Using Professional Readings to Support Teacher Learning

Leadership, Professional Learning

Schools today are charged with addressing ever-increasing demands: reducing the achievement gap, adopting evidence-based practices, meeting improvement in attainment levels, managing the requirements of special-needs students, and (most importantly) being up to date with changes in pedagogical approaches. Teachers must keep in front of the important developments that are occurring in education. This is where professional development is needed.

One key PD activity is the professional reading circle. Teachers and school leaders should read professionally on a regular basis to stay current within the various fields of teaching and learning. From professional blogs to google scholar to podcasts to journals and books, there are plenty of sites to build a selection of professional articles for this purpose.

In addition to professional reading undertaken individually, it is imperative that teachers and schools leaders discuss with each other the ideas and strategies gained as a result of reading the articles. Collaboration is essential to moving schools forward.

Here are six thoughts to help you use the readings on this website effectively. However, make sure teachers see the relevancy of what they are reading and how it applies to their personal context.

1. Determine interest: As a leader in the school/department you need to gauge the interest of your team and try and choose readings to match both the needs of the school and the needs of the teachers. Giving teachers the freedom to choose their professional readings, or at least letting them pick from a few pre-selected topics, gives them more ownership on this PD activity. (PD should be driven by student behavior and student performance.)
2. Keep the your team small: While you need the team to come together to discuss the readings, you need to have a small group to allow they have time to share thoughts and ideas.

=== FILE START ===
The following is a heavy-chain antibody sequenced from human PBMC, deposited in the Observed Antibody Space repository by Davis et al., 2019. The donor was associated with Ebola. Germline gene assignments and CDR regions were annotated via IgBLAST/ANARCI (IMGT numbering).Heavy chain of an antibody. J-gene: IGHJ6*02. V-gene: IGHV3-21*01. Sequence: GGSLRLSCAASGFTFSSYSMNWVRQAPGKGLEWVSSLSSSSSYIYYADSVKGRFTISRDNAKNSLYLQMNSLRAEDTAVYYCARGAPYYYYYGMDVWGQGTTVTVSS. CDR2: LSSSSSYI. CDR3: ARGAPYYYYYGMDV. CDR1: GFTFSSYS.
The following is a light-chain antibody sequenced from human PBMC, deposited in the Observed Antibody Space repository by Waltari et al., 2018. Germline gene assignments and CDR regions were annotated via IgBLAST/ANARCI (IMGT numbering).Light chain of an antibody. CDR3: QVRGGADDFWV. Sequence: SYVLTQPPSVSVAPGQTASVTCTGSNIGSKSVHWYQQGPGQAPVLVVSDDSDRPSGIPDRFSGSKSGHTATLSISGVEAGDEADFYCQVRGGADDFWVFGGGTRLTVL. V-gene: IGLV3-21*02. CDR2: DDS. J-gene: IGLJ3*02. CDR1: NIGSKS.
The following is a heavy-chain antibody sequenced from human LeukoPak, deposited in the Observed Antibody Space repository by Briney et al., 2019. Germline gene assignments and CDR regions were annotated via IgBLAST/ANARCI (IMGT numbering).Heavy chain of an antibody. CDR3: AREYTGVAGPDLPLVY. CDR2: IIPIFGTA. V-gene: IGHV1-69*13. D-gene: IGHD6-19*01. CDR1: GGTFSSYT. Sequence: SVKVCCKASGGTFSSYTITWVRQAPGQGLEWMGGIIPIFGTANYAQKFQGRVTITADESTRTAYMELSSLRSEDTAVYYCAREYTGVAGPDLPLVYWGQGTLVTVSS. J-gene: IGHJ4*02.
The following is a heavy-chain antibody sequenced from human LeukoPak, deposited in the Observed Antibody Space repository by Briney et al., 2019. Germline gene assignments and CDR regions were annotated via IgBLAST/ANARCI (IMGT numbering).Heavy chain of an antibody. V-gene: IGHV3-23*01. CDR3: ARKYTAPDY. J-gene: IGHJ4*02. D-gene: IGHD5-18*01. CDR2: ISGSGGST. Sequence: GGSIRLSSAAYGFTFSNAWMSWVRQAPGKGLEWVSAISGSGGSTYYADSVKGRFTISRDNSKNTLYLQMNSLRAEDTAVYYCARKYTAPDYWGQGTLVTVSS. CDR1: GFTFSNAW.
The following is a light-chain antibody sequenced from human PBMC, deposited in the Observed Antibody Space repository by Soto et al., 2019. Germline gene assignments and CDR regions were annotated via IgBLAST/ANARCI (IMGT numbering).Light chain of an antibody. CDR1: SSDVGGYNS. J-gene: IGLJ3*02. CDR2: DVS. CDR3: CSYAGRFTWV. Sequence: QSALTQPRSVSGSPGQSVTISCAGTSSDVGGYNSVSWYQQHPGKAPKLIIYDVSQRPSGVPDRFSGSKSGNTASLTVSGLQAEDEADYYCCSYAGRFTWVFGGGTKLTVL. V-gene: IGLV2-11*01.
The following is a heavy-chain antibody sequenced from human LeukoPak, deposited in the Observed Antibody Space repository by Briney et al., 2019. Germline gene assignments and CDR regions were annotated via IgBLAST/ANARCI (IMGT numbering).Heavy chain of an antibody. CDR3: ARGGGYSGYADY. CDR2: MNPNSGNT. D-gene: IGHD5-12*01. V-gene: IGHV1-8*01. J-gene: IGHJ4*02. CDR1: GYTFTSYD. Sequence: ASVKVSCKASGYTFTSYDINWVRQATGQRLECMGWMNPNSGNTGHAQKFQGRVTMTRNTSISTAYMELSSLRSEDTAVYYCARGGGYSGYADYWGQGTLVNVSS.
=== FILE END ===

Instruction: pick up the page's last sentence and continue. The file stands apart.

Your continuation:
3. Meet as often as possible: While monthly gatherings seem reasonable, given a busy school environment it may not be possible. If you have a large department, be sure to be organized so that people can easily break into groups and have ample time for discussion during the larger meeting.
4. Have teachers report on what they’ve learned: By doing so, others will benefit as well. You need to encourage each teacher to give feedback and to continue learning.
5. Provide Nibblies at Meetings: Providing snacks during a professional development session also puts teachers at ease because the food is an unexpected or appreciated perk, and this can make teachers comfortable enough to ask questions they might not have asked in a stiff setting.
6. Development Action Plans: As a leader you need to help teachers connect the essence of the reading to their role in the classroom. You need to identify what success will look like when implementing the targeted actions and what (after reading the article) teachers must expect to see reflected in student performance.

As we begin a new academic year, school leaders need to help keep professional learning focused on improving practice.

This site uses Akismet to reduce spam. Learn how your comment data is processed.